- Chemical contaminants from outdoor sources: Outdoor air that enters a building can be a source of indoor pollution. Pollutants from motor vehicle exhausts, plumbing vents, and building exhausts (bathrooms and kitchens) can enter the building through poorly located air intake vents, windows, and other openings.
- Chemical contaminants from indoor sources: Most indoor air pollution comes from sources inside the building. For example, adhesives, upholstery, carpeting, copy machines, manufactured wood products, cleaning agents and pesticides may emit volatile organic compounds (VOCs) including formaldehyde. Research shows that some VOCs can cause chronic and acute health effects at high concentrations, and some are known carcinogens. Low to moderate levels of multiple VOCs may also produce acute reactions. Combustion products such as carbon monoxide, nitrogen dioxide, as well as respirable particles, can come from unvented kerosene and gas space heaters, wood stoves, fireplaces and gas stoves. Environmental tobacco smoke and combustion products from stoves, fireplaces, and unvented space heaters all can put chemical contaminants into the air.
- Biological contaminants: Bacteria, molds, pollen, and viruses are types of biological contaminants. These contaminants can breed in stagnant water that gets accumulated in humidifiers, drain pans, and ducts, or any place like ceiling tiles, insulation, or carpet. Sometimes insects or bird droppings can be a source of biological contaminants. Biological contaminants can cause fever, chills, cough, chest tightness, muscle aches, and allergic reactions. One indoor air bacterium, Legionella, has caused both Pontiac Fever and Legionnaire’s Disease.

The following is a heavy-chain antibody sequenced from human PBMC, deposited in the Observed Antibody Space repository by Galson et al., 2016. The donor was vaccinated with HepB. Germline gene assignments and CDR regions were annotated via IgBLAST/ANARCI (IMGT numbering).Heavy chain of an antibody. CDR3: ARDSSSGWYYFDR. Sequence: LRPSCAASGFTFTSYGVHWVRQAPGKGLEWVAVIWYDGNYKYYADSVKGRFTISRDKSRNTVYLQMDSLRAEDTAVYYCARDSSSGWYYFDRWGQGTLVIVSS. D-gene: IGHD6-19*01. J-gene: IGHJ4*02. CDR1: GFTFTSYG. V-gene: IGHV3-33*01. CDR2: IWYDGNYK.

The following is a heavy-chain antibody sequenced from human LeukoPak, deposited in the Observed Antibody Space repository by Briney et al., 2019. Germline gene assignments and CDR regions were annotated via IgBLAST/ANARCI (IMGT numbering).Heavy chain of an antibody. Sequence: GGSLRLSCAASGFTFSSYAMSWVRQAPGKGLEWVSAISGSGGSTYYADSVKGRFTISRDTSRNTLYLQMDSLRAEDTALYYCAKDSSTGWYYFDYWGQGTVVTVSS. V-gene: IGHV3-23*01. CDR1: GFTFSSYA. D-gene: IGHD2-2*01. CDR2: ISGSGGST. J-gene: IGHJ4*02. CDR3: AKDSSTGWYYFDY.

- Inadequate ventilation: In the 1970s the oil embargo led building designers to make buildings more airtight, with less outdoor air ventilation, in order to improve energy efficiency. These reduced ventilation rates have been found to be, in many cases, inadequate to maintain the health and comfort of building occupants. Inadequate ventilation, which may also occur if heating, ventilating, and air conditioning (HVAC) systems do not effectively distribute air to people in the building, is thought to be an important factor in SBS. In an effort to achieve acceptable IAQ while minimizing energy consumption, the American Society of Heating, Refrigerating and Air-Conditioning Engineers (ASHRAE) recently revised its ventilation standard to provide a minimum of 15 cfm of outdoor air per person (20 cfm/person in office spaces). Upto 60 cfm/person may be required in some spaces (such as smoking lounges) depending on the activities that normally occur in that space
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